On the equipment side, a small office might have one router with both MPLS and DMVPN links, one core switch, and some small number of access switches. A larger office might have one router each for MPLS and one for DMPVN, two core switches, and more access switches. Add APs, WAAS, and other finishing touches as appropriate. Degree of criticality is another dimension you can add to the mix: critical sites would have more redundancy, or be more self-contained. Whatever you do, standardize the equipment models as much as possible, updating every year or two (to keep the spares inventory simple).

It takes some time to think through and document such internal standards. But probably not as much as you think! And then you win when you go to deploy, because everything becomes repeatable.

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#EngineersUnplugged S5|Ep10: Automation Demystified!

May 7, 2014 at 10:43 am PST

Welcome back to an amazing episode of Engineers Unplugged, featuring Alan Renouf (@alanrenouf) and Patrick Carmichael (@vmcarmichael) demystify automation in the modern data center in less than 10 minutes: built-in, scripts, workflow, and policy-based. Answers to your most answered questions about how to start, where to simplify, and elimination of human error. Don’t miss this tutorial.

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Attending The Automation Conference Should be an Automatic Decision

MFG TACWebHeader

Last week, I got a great response to a blog on ‘Making Smarter Manufacturing and IoT a Reality Today’, where I illustrated some use-case business scenarios and strategies to leverage the IoT industry trends now. One way savvy manufacturers, industrial companies and supply chain and operations teams stay current with evolving trends like IoT is to send their key players to industry educational and networking opportunities. One such opportunity to learn how to better leverage IoT for improved real-time decision support, amongst many other benefits, is coming up. The Automation Conference is a professional, educational event hosted by the editors of Automation World and Packaging World and is happening at the Chicago O’Hare Marriott from May 20th to 21st.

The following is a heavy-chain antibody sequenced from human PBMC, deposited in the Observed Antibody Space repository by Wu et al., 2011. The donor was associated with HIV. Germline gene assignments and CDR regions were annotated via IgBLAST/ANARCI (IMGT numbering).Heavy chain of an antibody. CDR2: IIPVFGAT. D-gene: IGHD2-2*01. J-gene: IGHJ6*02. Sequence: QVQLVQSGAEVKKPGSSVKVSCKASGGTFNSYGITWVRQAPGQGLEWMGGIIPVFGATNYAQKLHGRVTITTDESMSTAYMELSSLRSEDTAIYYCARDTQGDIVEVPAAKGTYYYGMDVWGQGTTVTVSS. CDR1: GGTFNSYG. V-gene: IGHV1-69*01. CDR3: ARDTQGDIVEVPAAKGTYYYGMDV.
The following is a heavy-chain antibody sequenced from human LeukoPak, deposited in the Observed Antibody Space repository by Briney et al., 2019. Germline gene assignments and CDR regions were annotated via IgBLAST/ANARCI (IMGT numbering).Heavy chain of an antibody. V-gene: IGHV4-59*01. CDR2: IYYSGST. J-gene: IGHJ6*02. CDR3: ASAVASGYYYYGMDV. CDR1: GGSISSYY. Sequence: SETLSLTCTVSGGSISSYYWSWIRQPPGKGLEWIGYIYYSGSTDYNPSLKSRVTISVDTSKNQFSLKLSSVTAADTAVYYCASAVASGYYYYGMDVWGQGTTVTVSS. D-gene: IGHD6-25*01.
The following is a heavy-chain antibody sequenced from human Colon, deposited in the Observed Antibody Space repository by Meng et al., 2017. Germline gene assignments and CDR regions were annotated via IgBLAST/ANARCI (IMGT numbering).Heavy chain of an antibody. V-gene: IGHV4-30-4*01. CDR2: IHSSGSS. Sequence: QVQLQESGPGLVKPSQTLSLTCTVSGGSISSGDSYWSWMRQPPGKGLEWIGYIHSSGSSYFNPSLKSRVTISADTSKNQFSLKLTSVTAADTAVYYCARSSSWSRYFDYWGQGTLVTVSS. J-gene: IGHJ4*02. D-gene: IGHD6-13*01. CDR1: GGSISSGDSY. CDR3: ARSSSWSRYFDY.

Cisco is proud to be one of the sponsors at this event, which is focused on delivering practical application advice and visionary insights for automation and control engineers, operations and engineering management, manufacturing systems/IT and networking professionals, as well as industrial systems engineers, machinery designers and software development professionals involved with discrete and process industries and production operations.  Many of these industry leaders are wrestling with not just how to leverage IoT, but also key manufacturing issues and opportunities around industrial cybersecurity in production operations, reducing costs, improving efficiences, building new business capabilities and revenue streams and addressing skills gaps.

I hope to see you in Chicago on May 21st.